A Consecutive Series of all Sub types of the Acute Coronary Syndrome Patient Admitted to an Academic Coronary Care Unit
A Consecutive Series of all Subtypes of the Acute Coronary Syndrome Patient Admitted to an Academic Coronary Care Unit
Atherosclerosis: Open Access is an open access, peer-reviewed journal that focuses and welcomes submissions on all aspects of Coronary Heart disease, Stroke, Peripheral Arterial Disease, Chronic Kidney Disease, arteriosclerosis, Coronary Atherosclerosis, intracranial atherosclerosis etc.
It gives us great pleasure to announce the call for paper on the occasion of 10th Anniversary of the Journal at special and hefty discount of up to 50 % on one-time article processing charge. Prospective academicians and scientists are encouraged to utilize this opportunity to get their articles reviewed, processed and published at relatively faster pace and at lower charges. In addition to this, the authors who publish with us during the year-long celebrations will also be eligible for academic awards recommended by the editorial panel.
The Archive page contains wide variety of articles such as Research / Review / Case reports / short communication / Mini review / Prospective / Letter to Editors Etc. We would like introduce a Research article which has been spread to the widest audience of experts; and thus increased in readership, citations and altimetry score.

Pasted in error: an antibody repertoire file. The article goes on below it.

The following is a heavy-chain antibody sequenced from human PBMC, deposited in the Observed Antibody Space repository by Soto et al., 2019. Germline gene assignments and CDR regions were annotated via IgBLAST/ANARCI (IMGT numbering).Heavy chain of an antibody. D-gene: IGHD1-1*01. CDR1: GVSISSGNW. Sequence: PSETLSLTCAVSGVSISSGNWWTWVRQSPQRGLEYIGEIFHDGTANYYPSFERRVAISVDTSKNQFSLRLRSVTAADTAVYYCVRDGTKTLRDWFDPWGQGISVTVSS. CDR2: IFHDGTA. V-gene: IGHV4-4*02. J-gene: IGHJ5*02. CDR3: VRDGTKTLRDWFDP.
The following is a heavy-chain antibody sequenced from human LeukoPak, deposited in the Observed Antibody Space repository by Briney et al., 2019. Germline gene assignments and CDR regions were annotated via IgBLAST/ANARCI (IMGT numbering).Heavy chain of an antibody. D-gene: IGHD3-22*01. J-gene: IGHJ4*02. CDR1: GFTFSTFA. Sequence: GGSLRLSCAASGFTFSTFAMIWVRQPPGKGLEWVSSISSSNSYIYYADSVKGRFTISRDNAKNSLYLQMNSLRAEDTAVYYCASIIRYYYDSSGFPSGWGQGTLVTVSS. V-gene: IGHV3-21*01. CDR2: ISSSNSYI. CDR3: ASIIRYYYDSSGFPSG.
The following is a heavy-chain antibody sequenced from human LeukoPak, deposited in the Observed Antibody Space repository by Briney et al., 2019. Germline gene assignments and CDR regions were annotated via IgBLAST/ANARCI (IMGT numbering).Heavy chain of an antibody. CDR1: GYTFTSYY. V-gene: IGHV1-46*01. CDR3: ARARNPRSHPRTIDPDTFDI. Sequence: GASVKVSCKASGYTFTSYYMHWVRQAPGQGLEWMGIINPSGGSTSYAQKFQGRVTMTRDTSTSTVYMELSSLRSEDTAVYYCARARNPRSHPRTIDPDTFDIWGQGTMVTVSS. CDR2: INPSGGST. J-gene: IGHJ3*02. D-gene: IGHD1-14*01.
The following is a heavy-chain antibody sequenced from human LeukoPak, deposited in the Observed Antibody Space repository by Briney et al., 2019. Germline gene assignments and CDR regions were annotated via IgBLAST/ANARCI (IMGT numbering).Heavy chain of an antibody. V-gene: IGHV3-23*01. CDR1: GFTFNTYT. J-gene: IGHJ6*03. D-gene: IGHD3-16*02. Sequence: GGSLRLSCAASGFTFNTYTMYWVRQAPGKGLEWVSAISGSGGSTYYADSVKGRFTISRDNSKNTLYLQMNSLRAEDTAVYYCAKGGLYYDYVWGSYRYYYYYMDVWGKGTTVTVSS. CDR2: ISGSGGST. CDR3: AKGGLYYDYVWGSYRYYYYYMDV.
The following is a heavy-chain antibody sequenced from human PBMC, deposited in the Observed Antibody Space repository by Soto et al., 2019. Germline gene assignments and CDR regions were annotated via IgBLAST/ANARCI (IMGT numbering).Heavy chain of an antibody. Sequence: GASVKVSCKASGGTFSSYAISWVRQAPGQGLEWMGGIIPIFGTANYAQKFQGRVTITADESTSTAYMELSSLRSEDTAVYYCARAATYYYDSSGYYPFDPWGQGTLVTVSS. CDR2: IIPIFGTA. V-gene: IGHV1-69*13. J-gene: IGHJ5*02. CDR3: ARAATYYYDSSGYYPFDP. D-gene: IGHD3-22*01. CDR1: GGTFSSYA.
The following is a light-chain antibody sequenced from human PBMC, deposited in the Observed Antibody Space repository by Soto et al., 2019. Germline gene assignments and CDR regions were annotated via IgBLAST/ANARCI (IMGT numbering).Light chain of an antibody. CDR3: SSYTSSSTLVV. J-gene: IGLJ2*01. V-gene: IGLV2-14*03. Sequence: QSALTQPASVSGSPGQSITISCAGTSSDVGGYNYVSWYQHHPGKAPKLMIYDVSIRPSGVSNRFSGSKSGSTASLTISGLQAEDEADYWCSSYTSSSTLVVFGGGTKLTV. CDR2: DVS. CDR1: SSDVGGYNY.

Abstract: Little is known of the in-hospital management and outcomes of consecutive acute coronary syndrome (ACS) patients admitted to an academic coronary care unit (CCU). We therefore surveyed the characteristics, in hospital management and complications in an unselected ACS cohort. In this retrospective observational cohort study we analysed 567 consecutive ACS patients, divided in subgroups of ST-segment elevation myocardial infarction (STEMI) (n=369), non-STEMI (NSTEMI) (n=129) and unstable angina (UA) (n=69), admitted to our CCU. An invasive strategy was chosen in 93.8% of ACS patients (STEMI 98.1%, NSTEMI 85.3%, UA 87.0%, p<0.001). NSTEMI patients with a GRACE risk score >140 compared to ≤140 were less frequently treated with percutaneous coronary intervention (PCI) (50.0% vs.70.2%, p=0.024) and more frequently with coronary artery bypass grafting (CABG) (20.5% vs. 3.6%, p=0.002). Overall in-hospital mortality was 3.2% (1.8% at discharge from the CCU). Thirty-day and one-year mortality were 4.9% and 8.5% respectively. In-hospital (re)infarctions occurred in 1.8%, stroke in 1.6% and major bleeding in 3.4% of patients. Major adverse cardiac and cerebrovascular events (MACCE) occurred in 4.9% and net adverse clinical events (NACE) in 6.9%. Age, female gender, previous stroke and chronic kidney disease (CKD) were associated with higher one-year mortality. Our consecutive and unselected ACS cohort comprised 65.1% STEMI, 22.8% NSTEMI and 12.2% UA patients. Independent of ACS subtype and GRACE risk score about 90% of patients were treated by an invasive strategy. Age, female gender, previous stroke and CKD were associated with higher one-year mortality.
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Atherosclerosis: Open Access